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I used white sprinkles and everything.  However… I only made one, so I gave it to my son to eat.  Last week, I think I found the cake pop solution to them working out for me!  And maybe it was in the books that I have, and I just didn’t read all the way through.  I do that sometimes.

When you are making your cake pops, you first dip the stick in your melted chocolate before inserting it into the pop.  I had done that, but the things would still fall off the stick.  This week, I found out if I stick them back in the fridge for 15 minutes, the chocolate hardens, and they won’t fall off!  Success!  I made another batch of strawberry pops to sell, and they seemed to go over pretty well.

Clay Rose Earrings

I’ve been having so much fun with clay lately.  I will definitely be posting some more pictures once I’ve finished all the treats that I’ve been making this week.

It was Christmas last year that I started making jewellery with clay.  I wanted Christmas-themed charms for my jewellery, and I couldn’t find anything.  I decided to try to make my own, making Christmas trees and stockings, and they turned out pretty good.  I wanted to branch out and do a little more this year.  I made some a few weeks ago, but I don’t have any left, because I sold them all at the market.  I made a few more this week.  Here’s the first one:

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I’ve been selling the earrings and hair clips on my card, so hopefully more people with check out the facebook page or this blog.

And here’s a close up:

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I wish I would have taken pictures step by step to show you how easy it was to make these.  I can try to explain though.

Step 1: Soften your clay by kneading it and rolling it in your hands.

Step 2: Make the inner bud by taking a small ball of clay, and smoothing it out to an oval shape.  Then wrap to get the rose bud.  Here is where I inserted the head pin for the earring.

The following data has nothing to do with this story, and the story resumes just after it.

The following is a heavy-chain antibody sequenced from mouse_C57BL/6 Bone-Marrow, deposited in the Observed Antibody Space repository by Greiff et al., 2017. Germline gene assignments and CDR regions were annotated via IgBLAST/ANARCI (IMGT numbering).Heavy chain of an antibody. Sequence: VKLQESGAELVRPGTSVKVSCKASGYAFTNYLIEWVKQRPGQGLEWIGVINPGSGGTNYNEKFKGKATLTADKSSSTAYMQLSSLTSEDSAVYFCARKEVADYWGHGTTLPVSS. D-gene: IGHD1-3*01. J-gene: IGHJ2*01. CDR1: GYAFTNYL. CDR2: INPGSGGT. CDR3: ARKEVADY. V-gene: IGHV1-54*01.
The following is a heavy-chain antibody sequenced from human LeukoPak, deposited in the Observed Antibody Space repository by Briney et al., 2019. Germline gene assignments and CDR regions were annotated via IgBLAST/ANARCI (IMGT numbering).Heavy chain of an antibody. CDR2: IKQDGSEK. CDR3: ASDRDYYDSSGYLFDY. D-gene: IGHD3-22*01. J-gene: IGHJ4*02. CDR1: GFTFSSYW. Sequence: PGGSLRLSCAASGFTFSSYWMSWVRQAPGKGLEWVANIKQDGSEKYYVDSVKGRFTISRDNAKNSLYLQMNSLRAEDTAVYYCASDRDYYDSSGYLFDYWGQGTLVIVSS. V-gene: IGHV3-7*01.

Step 3: Continue to wrap petals around the first bud until you have reached the size you want.  Bake according to package directions for approximately 15 minutes.

Once cool, add a crystal (if you wish) to the pin, and make a loop.  Open the loop of the earring, and connect them all together.  Enjoy your new rose earrings!

Easy Afghans

Sorry it’s been so long since my last post!  We’ve been quite busy with the market.  Things have been going well, and I’ve been (literally) cooking up something neat to show you!  I’ll get it finished this afternoon, and will write another post about it.

Anyway, I tend to make a lot of things as gifts.  If I kept everything I crafted for myself, I’d need another house to hold it all.  As is, I almost need another house for my supplies.  But that’s beside the point.  I went back through some old pictures today, and found this one:

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When I graduated from my second degree in 2008, I was living with five other girls.  I made them all afghans as graduation presents.  The one on the left, though it is hard to see, is actually a giant white ‘X’ set on a blue background.  X was the symbol for our school, for Xavier.  So here’s the gist of how to make these:

First panel:

Cast on 40st

Row 1: *K2, P2* repeat until you reach the end

Row 2: *P2, K2* repeat until you reach the end

Row 3: *P2, K2* repeat until you reach the end